A small survey of 300 homeowners, or those who want to become homeowners, found that 67% of respondents would consider a lower mortgage rate based on their property’s Energy Performance rating an appealing element when looking at product features.
The research, carried out by BVA BDRC on behalf of Foundation Home Loans, also found that almost half – 48% – of those polled would consider improving the energy efficiency rating of their property in order to access a better mortgage product, if it paid for itself in five years.
Some 5% said they would make green improvements to their property if it paid for itself in 15 years and 24% said they plan to improve their property’s energy performance regardless.
The focus on the potential allure of ‘green’ mortgages, with more competitive rates for properties with a better EPC rating, appears to be growing with homeowners now inclined to improve the energy efficiency rating of their home, particularly if such improvements might pay for themselves within a period of time.
George Gee, commercial director at Foundation Home Loans, said: “There’s no doubting we’re going to be seeing a much greater government focus on the UK’s housing stock, how its energy efficiency ratings can be improved, and how that might help the UK meet its carbon emission targets.
“To that end, there appears to be a far greater appreciation of energy efficiency within the home from individuals, and it’s positive to see two-thirds of all those polled saying a mortgage product with rates based on EPC ratings would be an appealing part of the overall product mix.
“At the same time, with such incentives in place, more people are likely to consider improving the energy efficiency of their properties and it’s therefore important we have product availability that can support those improvements, whether for owner-occupiers or landlords.”
Pressure is growing in the government over energy bills, with the prime minister Boris Johnson urged this week to treat surging prices as an ‘emergency’.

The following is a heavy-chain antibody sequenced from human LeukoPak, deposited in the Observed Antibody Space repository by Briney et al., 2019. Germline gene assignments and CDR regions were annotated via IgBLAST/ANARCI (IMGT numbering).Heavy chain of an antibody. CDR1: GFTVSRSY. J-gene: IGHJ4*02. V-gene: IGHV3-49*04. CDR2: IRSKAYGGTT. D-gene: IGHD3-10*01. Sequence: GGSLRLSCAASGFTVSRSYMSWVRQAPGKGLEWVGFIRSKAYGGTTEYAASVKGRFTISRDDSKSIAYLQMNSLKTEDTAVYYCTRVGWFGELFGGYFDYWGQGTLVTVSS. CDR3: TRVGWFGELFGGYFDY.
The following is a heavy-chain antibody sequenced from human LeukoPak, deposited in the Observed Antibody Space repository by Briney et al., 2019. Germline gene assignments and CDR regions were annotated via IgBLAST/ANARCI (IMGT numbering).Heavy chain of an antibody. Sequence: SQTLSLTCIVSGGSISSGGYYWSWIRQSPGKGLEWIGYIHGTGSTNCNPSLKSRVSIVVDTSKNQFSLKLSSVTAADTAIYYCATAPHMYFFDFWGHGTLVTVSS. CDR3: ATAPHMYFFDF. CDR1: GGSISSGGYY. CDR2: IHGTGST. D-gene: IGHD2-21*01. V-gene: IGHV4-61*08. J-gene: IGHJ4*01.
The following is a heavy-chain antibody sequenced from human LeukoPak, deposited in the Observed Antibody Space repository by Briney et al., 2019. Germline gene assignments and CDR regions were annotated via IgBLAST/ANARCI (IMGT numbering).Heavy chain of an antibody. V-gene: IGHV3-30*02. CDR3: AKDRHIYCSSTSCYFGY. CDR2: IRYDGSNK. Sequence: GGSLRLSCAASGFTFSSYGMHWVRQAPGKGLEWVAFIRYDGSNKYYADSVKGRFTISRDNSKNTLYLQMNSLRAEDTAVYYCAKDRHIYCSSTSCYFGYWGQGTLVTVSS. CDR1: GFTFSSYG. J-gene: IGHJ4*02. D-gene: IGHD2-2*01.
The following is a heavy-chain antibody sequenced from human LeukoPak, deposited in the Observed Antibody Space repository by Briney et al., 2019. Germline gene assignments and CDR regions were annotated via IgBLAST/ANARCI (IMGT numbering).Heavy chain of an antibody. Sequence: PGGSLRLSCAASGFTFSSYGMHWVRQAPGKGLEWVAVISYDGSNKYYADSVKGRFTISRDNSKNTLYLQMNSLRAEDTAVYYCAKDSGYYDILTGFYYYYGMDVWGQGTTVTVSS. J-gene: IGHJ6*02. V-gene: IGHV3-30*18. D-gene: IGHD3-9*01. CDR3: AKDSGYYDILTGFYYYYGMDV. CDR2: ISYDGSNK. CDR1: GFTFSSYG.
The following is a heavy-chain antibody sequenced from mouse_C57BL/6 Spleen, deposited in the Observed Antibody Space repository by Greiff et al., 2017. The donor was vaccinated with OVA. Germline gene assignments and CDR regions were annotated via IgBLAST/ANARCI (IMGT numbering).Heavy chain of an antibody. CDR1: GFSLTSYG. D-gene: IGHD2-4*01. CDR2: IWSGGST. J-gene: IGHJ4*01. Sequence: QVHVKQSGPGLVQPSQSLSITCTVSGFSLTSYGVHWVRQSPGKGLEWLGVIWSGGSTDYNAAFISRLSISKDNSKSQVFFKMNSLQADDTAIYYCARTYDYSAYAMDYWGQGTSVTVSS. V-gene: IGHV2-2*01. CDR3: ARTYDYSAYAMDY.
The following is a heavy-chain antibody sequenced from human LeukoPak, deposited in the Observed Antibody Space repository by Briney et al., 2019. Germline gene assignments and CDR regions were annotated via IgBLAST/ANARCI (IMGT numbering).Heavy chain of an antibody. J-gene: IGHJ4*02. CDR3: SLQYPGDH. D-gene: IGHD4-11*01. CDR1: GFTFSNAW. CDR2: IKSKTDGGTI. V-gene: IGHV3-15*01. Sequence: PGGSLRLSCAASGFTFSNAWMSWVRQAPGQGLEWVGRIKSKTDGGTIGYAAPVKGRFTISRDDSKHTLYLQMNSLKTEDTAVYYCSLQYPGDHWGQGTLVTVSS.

Johnson is also facing demands to honour a Brexit campaign pledge to scrap VAT on fuel.
The energy price cap, which sets the maximum charge for 15 million customers on standard variable tariffs, is set to be raised again in April after a £139 increase in October that pushed annual bills to a record £1,277.
Wholesale costs have increased sharply because of higher demand from China and lower gas supplies.
The April cap will be announced by regulator Ofgem next month and some experts fear it could hit almost £2,000 a year.
Money Saving Expert founder Martin Lewis yesterday warned households that they could take a “seismic” hit to their energy bills as he urged ministers to intervene now to avoid a crisis in the market.
He said 2022 is going to be “a very tough year for many people” and “substantial intervention” is needed by the government.
Labour and some Tory MPs have been calling for the 5% VAT rate on fuel bills to be axed on domestic fuel this winter.
Slashing the levy would knock around £60 off an average household fuel bill.
Shadow chancellor Rachel Reeves said: “Right now, people are being hit by a cost-of-living crisis which has seen energy bills soar, food costs increase and the weekly budget stretched.
“That’s why Labour is calling on government to immediately remove VAT on household heating bills over the winter months.”
But the prime minister rejected calls to cut VAT on fuel this week – insisting that ministers would find another way to ease the cost-of-living crisis.